The attitude towards nature constantly changes with the state of affairs and how we as a society and global community need to develop. I believe that adapting the view stated by McGaa would not solve the major problems such a deforestation, population control, and pollution but help us to better understand how we can move forward from these issues and create a practical solution to help all of humanity. The Native American tradition dictates that we are on the same level as Mother Nature and share all of the same values and same space, which is not the case as you can see over human evolution and time has taken place. I believe that McGaa’s argument for the moral respect of nature including “A belief system, an ultimate moral attitude, and a set of rules of duty and standards of character,” needs to be implemented before any major change can occur. When ethics are involved it is important to note that each person has their won view on ethics and their own belief system, however the common ground between everyone’s different views is where progress is made. The environment needs to last forever and for the future generations to be plighted because of our mistakes is unfair on all of society, especially us who believe that the environment is ours to use.
I believe that there is a significant role played by human emotions when defining if something has life or not in determining animal rights. The process needs to account for all physical and emotional harm done to the animal when determining rules and regulations for animal rights, however I believe the largest factor is the human ability for compassion and justice, which animals do not have. When determining animal rights, humans come up with the legislation that gets passed into law, not animals. Humans are the activists for the animals and we are define what rules we have to follow for the sake of all animals. I believe that our system should be a tiered system with animals that have the most feeling and least compatibility to humans at the top, and animals with the least amount of feeling and most compatibility to humans at the bottom. From there we are able to differentiate which animals we want to use for testing and which animals we would not. The value on this system allows us as humans to get the most out of the animals that will be in the least amount of pain. It is my belief that animals are for human’s benefit, especially as we are atop the food chain, and we can learn from testing we do on animals. While this may not all be moral or just, I believe that a human’s life is more valuable than an animal.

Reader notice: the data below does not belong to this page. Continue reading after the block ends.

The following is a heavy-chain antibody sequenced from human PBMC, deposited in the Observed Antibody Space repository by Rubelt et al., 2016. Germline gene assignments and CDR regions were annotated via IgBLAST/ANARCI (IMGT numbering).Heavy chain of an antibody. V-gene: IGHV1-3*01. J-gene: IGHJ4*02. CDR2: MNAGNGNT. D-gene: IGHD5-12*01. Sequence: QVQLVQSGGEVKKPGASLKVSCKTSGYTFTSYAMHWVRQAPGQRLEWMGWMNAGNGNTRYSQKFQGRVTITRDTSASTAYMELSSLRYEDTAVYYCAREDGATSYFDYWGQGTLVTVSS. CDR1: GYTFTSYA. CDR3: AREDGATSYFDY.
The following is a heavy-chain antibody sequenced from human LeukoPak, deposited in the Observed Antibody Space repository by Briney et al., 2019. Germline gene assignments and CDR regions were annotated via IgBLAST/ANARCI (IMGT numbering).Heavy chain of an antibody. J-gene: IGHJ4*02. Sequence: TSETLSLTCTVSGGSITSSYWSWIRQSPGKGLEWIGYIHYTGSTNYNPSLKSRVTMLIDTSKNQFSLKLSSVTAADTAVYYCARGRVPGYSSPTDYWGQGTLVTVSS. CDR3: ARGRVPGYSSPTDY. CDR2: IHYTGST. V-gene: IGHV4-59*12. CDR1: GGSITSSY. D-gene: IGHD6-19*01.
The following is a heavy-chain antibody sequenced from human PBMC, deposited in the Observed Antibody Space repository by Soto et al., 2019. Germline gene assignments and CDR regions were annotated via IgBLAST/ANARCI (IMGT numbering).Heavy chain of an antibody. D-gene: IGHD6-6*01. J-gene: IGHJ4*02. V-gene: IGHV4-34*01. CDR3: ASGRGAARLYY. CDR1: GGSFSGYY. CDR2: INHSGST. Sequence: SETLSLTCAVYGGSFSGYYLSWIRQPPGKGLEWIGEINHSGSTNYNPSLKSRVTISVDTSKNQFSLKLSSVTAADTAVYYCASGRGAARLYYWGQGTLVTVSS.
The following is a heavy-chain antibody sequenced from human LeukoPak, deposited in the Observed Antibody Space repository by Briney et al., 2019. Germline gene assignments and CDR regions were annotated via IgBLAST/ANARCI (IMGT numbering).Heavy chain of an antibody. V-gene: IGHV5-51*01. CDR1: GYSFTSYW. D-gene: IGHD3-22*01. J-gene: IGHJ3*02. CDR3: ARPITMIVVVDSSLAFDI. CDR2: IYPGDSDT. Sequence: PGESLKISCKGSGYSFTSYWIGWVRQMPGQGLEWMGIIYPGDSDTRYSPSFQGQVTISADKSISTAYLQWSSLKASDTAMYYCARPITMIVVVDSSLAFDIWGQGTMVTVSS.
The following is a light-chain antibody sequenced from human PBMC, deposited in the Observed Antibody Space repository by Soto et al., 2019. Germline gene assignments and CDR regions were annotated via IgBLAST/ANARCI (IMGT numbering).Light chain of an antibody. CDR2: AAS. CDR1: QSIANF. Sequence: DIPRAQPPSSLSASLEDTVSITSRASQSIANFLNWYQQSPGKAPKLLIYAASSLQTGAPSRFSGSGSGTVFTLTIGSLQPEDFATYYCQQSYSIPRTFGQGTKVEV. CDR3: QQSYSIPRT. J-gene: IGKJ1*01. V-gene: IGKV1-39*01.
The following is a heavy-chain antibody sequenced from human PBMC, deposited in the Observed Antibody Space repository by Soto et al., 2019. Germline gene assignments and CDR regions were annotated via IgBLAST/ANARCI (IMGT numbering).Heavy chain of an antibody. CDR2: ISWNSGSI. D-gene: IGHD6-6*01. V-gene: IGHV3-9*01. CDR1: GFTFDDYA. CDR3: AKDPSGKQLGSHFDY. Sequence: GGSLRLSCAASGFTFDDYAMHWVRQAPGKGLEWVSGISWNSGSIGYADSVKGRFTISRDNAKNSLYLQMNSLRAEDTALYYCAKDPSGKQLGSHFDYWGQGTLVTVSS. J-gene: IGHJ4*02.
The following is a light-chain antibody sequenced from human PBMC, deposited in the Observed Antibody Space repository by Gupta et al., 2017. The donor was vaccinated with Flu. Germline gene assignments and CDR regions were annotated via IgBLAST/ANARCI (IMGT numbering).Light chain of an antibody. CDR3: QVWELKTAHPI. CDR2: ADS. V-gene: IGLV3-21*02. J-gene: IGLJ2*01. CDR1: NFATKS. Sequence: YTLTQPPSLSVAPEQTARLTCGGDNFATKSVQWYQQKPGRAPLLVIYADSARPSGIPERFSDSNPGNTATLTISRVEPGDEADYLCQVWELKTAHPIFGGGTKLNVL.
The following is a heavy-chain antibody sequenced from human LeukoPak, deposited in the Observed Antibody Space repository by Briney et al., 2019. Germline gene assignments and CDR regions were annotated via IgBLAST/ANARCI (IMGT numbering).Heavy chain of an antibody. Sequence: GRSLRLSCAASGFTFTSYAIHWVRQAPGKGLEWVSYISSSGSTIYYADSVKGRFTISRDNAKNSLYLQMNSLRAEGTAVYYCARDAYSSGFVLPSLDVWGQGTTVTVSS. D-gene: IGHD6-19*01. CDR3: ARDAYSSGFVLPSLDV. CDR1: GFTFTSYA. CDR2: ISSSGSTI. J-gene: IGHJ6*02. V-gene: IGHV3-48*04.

The growing world population is one of the major issues when considering how to create an environment and communities where people can live in a sustainable manner and take away less then they are giving to the environment. A couple of the best ways to ensure social sustainability are to plan for the future, increase awareness, create programs for long term sustainability. First, creating a plan for the future includes conversations with leading experts in the field such as David Orr, one of the leading researchers and professors at Oberlin College on sustainable development. Conversations with Orr and his colleagues would allow for plans to be laid out and challenges such as The Oberlin Project, a complete integrates education, agriculture, renewable energy, economic revitalization, green building, policy and law, and community development, to be created for more communities all over the world. This long term sustainability creates standards for new communities that hope to be developed, especially in countries with lower building and construction standards, such as Tokyo. We as the generation with the most technology and ability to create need to think about the future generations and how we can set them up for the future with solutions, not problems such as the ones we have created with our waste and buildings. The world’s population will continue to grow and I believe that the only way to help the future generations is through programs such as the Oberlin Project.